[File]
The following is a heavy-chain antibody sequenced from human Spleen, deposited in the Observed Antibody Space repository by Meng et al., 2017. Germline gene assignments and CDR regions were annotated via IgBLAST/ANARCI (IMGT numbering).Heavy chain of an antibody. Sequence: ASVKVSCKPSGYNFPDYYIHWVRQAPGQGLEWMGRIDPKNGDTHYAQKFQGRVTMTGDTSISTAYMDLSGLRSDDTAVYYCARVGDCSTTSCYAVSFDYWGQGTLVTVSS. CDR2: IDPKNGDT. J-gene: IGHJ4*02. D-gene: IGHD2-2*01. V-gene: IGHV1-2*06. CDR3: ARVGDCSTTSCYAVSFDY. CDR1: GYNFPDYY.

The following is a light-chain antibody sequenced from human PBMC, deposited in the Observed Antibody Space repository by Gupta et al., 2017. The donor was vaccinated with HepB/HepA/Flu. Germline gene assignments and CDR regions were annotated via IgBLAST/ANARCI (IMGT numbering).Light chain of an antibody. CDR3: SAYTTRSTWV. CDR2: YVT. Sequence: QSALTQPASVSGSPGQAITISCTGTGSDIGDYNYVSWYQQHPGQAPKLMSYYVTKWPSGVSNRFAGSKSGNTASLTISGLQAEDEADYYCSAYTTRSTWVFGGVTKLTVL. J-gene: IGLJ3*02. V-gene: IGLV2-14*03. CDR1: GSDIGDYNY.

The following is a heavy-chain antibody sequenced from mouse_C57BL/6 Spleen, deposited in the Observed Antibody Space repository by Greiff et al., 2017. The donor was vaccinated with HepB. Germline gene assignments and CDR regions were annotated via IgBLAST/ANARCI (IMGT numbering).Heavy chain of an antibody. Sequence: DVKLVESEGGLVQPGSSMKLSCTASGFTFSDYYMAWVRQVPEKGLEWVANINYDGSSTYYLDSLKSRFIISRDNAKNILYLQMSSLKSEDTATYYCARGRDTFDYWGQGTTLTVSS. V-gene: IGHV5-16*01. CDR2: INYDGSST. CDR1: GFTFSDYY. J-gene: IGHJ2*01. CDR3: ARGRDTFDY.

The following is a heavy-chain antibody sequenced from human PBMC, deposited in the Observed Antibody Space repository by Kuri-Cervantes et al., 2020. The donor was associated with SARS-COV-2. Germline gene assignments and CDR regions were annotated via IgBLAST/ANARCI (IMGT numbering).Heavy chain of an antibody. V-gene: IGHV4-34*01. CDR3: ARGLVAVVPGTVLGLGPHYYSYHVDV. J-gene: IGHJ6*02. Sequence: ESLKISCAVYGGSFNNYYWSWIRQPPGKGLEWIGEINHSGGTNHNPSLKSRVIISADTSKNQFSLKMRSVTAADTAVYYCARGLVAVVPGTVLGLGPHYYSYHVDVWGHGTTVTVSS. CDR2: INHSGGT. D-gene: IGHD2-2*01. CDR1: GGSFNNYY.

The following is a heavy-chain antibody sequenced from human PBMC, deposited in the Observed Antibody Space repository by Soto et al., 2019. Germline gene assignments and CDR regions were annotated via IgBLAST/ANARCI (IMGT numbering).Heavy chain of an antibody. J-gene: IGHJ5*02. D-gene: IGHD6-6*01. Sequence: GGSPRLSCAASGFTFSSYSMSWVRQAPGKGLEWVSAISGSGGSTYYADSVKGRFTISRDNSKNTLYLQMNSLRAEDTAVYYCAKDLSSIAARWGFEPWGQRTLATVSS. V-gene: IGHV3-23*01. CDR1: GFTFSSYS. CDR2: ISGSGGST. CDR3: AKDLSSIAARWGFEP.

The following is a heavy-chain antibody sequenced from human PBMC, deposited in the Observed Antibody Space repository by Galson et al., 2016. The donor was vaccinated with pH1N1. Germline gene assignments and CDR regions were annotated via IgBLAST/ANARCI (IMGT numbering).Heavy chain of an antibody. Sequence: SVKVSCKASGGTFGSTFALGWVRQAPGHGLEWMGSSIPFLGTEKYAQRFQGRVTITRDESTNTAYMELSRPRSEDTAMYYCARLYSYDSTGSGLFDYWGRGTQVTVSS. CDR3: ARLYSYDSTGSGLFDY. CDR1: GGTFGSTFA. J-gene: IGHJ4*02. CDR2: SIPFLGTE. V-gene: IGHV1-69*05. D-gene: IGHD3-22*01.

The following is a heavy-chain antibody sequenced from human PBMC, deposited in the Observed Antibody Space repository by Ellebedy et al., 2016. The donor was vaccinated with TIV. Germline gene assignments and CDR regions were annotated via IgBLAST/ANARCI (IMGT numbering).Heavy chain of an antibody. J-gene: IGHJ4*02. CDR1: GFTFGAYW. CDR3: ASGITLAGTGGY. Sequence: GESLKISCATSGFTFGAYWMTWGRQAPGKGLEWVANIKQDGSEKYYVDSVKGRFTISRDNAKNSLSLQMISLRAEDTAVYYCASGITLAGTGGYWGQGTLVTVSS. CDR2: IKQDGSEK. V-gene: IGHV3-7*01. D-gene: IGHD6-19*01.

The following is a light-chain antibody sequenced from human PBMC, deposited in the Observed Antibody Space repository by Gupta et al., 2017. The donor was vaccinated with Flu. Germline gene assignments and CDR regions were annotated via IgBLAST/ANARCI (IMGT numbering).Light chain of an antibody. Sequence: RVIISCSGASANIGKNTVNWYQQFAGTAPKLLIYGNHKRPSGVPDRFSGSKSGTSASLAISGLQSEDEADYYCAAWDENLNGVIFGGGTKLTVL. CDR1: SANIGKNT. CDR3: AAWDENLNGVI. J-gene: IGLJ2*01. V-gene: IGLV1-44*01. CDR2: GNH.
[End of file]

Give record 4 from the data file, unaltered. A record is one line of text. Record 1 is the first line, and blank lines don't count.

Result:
The following is a heavy-chain antibody sequenced from human PBMC, deposited in the Observed Antibody Space repository by Kuri-Cervantes et al., 2020. The donor was associated with SARS-COV-2. Germline gene assignments and CDR regions were annotated via IgBLAST/ANARCI (IMGT numbering).Heavy chain of an antibody. V-gene: IGHV4-34*01. CDR3: ARGLVAVVPGTVLGLGPHYYSYHVDV. J-gene: IGHJ6*02. Sequence: ESLKISCAVYGGSFNNYYWSWIRQPPGKGLEWIGEINHSGGTNHNPSLKSRVIISADTSKNQFSLKMRSVTAADTAVYYCARGLVAVVPGTVLGLGPHYYSYHVDVWGHGTTVTVSS. CDR2: INHSGGT. D-gene: IGHD2-2*01. CDR1: GGSFNNYY.